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In The Newlyweds, we follow the story of Amina Mazid, who at age twenty-four moves from Bangladesh to Rochester, New York, for love. A hundred years ago, Amina would have been called a mail-order bride. But this is an arranged marriage for the twenty-first century: Amina is wooed by - and woos - George Stillman online.
For Amina, George offers a chance for a new life and a different kind of happiness than she might find back home. For George, Amina is a woman who doesn’t play games. But each of them is hiding something: someone from the past they thought they could leave behind. It is only when they put an ocean between them - and Amina returns to Bangladesh - that she and George find out if their secrets will tear them apart, or if they can build a future together.
The Newlyweds is a surprising, suspenseful story about the exhilarations - and real-life complications - of getting, and staying, married. It stretches across continents, generations, and plains of emotion. What has always set Nell Freudenberger apart is the sly, gimlet eye she turns on collisions of all kinds - sexual, cultural, familial. With The Newlyweds, she has found her perfect subject for that vision, and characters to match. She reveals Amina’s heart and mind, capturing both her new American reality and the home she cannot forget, with seamless authenticity, empathy, and grace. At once revelatory and affecting, The Newlyweds is a stunning achievement.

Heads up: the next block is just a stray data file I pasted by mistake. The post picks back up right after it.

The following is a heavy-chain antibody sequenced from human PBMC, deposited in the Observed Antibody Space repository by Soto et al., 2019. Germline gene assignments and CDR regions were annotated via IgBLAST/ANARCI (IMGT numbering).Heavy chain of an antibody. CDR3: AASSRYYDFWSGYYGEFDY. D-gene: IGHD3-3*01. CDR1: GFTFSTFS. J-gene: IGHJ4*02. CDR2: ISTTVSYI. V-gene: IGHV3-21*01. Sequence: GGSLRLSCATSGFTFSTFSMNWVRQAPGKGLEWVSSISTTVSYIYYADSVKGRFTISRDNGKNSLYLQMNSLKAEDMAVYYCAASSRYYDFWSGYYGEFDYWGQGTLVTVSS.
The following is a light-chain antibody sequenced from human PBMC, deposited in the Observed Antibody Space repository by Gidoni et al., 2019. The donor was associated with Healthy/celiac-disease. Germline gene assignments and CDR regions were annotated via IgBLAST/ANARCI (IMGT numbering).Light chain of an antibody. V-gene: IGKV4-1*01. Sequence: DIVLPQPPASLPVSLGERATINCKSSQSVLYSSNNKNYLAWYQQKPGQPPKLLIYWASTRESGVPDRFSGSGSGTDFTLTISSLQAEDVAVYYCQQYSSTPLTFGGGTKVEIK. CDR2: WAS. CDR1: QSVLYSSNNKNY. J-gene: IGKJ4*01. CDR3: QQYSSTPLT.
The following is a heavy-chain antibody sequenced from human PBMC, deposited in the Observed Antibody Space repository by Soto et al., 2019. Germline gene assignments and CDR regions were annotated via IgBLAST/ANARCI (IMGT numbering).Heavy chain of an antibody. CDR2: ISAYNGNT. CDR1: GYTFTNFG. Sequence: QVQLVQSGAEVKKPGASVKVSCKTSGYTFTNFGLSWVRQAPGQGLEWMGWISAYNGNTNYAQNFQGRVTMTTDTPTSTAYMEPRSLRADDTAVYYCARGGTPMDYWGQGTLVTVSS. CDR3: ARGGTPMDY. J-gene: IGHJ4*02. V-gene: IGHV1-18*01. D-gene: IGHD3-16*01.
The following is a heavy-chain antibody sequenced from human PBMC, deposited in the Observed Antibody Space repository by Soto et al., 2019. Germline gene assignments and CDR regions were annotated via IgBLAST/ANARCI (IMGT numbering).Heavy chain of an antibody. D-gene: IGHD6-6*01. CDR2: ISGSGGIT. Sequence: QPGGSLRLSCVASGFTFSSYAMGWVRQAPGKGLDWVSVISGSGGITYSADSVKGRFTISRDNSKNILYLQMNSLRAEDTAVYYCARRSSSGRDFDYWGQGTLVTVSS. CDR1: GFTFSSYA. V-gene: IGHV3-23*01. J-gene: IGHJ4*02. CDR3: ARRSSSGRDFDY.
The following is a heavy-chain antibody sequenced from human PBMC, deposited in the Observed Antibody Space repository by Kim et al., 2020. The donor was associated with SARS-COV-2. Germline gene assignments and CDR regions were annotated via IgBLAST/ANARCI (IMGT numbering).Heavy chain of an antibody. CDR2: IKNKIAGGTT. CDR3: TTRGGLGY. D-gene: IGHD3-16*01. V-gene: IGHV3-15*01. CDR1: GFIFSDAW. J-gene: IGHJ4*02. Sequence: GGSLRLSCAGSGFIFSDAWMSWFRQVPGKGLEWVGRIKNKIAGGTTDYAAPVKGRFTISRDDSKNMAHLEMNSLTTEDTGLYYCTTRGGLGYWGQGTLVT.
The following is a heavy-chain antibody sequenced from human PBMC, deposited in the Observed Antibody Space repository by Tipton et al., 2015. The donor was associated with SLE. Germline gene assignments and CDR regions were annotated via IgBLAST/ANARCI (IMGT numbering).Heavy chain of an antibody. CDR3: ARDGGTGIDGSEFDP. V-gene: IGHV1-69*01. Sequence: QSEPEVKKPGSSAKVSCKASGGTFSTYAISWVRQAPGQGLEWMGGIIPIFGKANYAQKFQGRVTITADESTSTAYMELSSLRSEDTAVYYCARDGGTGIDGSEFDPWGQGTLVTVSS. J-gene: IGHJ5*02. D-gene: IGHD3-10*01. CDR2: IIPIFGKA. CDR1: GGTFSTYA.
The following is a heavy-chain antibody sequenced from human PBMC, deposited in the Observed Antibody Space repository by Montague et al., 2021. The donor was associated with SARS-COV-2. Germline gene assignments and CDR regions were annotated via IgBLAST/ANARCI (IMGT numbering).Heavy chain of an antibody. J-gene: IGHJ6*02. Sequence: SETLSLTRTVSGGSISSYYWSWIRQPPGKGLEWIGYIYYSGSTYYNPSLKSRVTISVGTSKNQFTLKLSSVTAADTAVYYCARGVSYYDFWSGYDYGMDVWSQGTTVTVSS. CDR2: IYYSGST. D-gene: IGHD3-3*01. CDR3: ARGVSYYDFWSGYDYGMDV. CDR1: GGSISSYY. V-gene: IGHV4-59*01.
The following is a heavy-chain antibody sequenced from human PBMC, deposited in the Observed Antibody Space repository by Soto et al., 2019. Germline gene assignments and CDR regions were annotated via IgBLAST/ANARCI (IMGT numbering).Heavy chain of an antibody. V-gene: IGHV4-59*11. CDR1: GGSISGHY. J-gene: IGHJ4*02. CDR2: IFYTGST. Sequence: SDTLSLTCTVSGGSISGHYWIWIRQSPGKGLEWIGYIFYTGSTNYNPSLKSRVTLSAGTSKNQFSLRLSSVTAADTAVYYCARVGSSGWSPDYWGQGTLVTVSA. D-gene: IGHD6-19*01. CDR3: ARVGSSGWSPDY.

Customer ReviewsMost Helpful
By Linda on 05-19-12
You run into yourself in the darndest places
I am a middle class white lady with a most ordinary middle class white life behind me, and yet I found myself utterly landed in the experience of this young Bengaladeshi woman uprooted to an American marriage in Rochester New York. Almost nothing that happens in this book has ever happened to me, and yet it all seemed startlingly recognizable. I have not read Nell Freudenberger before but now I will seek out more of her books.
I liked the reading by Mozhan Marno: she kept it straightforward and simple and slipped easily into the gentle lilt of Bengaladeshi accents when called for.
10 of 10 people found this review helpful
By Margaret on 08-07-12
Cultural Kick in the Pants
I was often irritated by choices the characters made, by their apparent flaws and expectations. At the same time the story made me think how much our cultural and family background influences those thoughts and responses. Best of all, I liked how the characters, in the end, sacrificed and changed to create a different (better?) life for themselves.
6 of 6 people found this review helpful